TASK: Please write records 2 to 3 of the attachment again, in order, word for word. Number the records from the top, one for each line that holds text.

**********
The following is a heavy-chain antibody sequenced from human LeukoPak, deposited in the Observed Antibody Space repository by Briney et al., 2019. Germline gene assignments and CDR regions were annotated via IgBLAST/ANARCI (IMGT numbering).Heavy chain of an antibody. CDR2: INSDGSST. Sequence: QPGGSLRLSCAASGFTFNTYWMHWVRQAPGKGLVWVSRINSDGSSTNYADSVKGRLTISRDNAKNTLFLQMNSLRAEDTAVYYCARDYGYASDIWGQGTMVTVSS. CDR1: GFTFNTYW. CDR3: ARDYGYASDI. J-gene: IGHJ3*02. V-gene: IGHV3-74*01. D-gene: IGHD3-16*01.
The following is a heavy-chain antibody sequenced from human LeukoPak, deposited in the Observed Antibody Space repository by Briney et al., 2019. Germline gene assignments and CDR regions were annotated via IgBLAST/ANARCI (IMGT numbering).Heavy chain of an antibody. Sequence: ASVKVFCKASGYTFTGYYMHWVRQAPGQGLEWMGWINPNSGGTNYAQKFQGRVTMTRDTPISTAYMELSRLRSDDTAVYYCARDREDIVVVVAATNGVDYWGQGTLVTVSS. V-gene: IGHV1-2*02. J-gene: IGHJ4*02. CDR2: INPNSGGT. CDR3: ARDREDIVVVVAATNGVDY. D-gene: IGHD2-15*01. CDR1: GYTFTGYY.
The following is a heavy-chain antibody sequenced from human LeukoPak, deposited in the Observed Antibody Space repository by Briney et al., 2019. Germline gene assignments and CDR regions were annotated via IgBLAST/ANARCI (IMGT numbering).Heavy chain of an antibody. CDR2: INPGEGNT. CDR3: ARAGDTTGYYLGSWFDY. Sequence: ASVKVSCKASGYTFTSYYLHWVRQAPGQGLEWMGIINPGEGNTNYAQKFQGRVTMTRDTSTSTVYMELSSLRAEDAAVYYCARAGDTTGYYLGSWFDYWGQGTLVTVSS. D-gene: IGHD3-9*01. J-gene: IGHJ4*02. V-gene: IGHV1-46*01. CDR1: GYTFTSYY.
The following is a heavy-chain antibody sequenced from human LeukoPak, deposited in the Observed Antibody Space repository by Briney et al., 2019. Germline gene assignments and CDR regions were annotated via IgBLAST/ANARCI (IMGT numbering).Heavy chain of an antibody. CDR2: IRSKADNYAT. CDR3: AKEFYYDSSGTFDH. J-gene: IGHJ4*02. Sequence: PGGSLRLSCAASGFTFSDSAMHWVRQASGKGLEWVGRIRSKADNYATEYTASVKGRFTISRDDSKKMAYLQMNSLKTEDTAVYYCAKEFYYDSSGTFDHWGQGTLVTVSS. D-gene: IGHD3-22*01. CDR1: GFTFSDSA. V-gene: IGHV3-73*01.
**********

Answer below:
The following is a heavy-chain antibody sequenced from human LeukoPak, deposited in the Observed Antibody Space repository by Briney et al., 2019. Germline gene assignments and CDR regions were annotated via IgBLAST/ANARCI (IMGT numbering).Heavy chain of an antibody. Sequence: ASVKVFCKASGYTFTGYYMHWVRQAPGQGLEWMGWINPNSGGTNYAQKFQGRVTMTRDTPISTAYMELSRLRSDDTAVYYCARDREDIVVVVAATNGVDYWGQGTLVTVSS. V-gene: IGHV1-2*02. J-gene: IGHJ4*02. CDR2: INPNSGGT. CDR3: ARDREDIVVVVAATNGVDY. D-gene: IGHD2-15*01. CDR1: GYTFTGYY.
The following is a heavy-chain antibody sequenced from human LeukoPak, deposited in the Observed Antibody Space repository by Briney et al., 2019. Germline gene assignments and CDR regions were annotated via IgBLAST/ANARCI (IMGT numbering).Heavy chain of an antibody. CDR2: INPGEGNT. CDR3: ARAGDTTGYYLGSWFDY. Sequence: ASVKVSCKASGYTFTSYYLHWVRQAPGQGLEWMGIINPGEGNTNYAQKFQGRVTMTRDTSTSTVYMELSSLRAEDAAVYYCARAGDTTGYYLGSWFDYWGQGTLVTVSS. D-gene: IGHD3-9*01. J-gene: IGHJ4*02. V-gene: IGHV1-46*01. CDR1: GYTFTSYY.